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If those who make international comparisons were serious, instead of clever, they would compare the things that medical science can have a great effect on-- cancer survival rates, for example. Americans have some of the highest cancer survival rates in the world, and for some particular cancers, the highest.

When you can get to see a doctor faster, and get treatments underway without waiting for months, while the cancer grows and spreads, you have a better chance of surviving. That, too, is not rocket science. But it is also something that you are not likely to see featured in most of the media, where people are promoting their own pet notions and agendas, instead of giving you the facts on which you can make up your own mind.

Alice in Health Care: Part III:

With all the controversies, charges, counter-charges and buzzwords swirling around the issue of medical care in the United States, there is a lot to be said for going back to square one and asking just what is the fundamental problem.

The quality of the medical care itself is not the problem. Few-- if any-- countries can match American medical training, medical technology or the development of life-saving pharmaceutical drugs in the United States. Most countries with government-controlled medical care cannot come close to matching how fast an American can get medical treatment, particularly from specialists.

Political hype is no reason to throw all that away. In fact, policies based on political hype over the years are what have gotten us into what is most wrong with medical care today-- namely, the way it is paid for.

Alice in Medical Care: Part IV:

Some years ago, one of my favorite doctors retired. On my last visit to his office, he took some time to explain to me why he was retiring early and in good health.

Being a doctor was becoming more of a hassle as the years went by, he said, and also less fulfilling. It was becoming more of a hassle because of the increasing paperwork, and it was less fulfilling because of the way patients came to him.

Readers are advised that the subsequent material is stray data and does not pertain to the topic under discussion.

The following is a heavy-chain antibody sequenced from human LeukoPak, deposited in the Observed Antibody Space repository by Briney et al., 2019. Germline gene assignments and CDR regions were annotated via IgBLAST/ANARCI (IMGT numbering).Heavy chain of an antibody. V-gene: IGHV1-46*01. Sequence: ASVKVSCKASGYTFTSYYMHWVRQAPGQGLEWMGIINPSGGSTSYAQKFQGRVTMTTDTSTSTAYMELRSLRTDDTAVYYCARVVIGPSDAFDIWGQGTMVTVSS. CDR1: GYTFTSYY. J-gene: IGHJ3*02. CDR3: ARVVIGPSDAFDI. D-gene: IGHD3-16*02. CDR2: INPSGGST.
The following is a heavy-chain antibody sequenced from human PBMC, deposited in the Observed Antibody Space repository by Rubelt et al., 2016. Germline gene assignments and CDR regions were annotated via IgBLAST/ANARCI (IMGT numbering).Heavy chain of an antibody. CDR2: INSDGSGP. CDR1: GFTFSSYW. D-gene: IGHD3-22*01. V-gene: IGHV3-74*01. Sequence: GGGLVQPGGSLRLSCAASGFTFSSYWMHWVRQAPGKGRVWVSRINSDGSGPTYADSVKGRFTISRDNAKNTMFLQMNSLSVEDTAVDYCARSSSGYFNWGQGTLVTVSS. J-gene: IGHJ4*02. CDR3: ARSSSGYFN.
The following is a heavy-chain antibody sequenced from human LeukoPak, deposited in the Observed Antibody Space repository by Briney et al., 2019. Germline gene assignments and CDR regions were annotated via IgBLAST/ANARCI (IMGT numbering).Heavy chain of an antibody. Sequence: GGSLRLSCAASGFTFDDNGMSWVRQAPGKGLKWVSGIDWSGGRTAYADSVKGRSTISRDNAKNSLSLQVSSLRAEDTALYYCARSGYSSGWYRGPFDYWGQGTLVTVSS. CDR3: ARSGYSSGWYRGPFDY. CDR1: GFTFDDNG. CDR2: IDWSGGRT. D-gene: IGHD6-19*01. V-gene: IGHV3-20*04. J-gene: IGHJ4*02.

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The loss of one doctor-- even a very good doctor-- may not seem very important in the grand scheme of heady medical care "reform" and glittering phrases about "universal health care." But making the medical profession more of a hassle for doctors risks losing more doctors, while increasing the demand for treatment.

A study published in the November 2009 issue of the Journal of Law & Economics showed that a rise in the cost of medical liability insurance led to more reductions of hours of medical service supplied by older doctors than among younger doctors.

Younger doctors, more recently out of medical school and often with huge debts to pay off for the cost of that expensive training, may have no choice but to continue working as hard as possible to try to recoup that huge investment of money and time.
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Although younger doctors may be trapped in a profession that some of them might not have entered if they had known in advance what all its pluses and minuses would turn out to be, there are two other important groups who are in a position to decide whether or not it is worth it.

Those who are old enough to have paid off their medical school debts long ago, and successful enough that they can afford to retire early, or to take jobs as medical consultants, can opt out of the whole elaborate third-party payment system and its problems. What the rising costs of medical liability insurance has already done for some, other hassles that bureaucracies and politicians create can have the same effect for others.

There is another group that doesn't have to put up with these hassles. These are young people who have reached the stage in their lives when they are choosing which profession to enter, and weighing the pluses and minuses before making their decisions.

1 comment: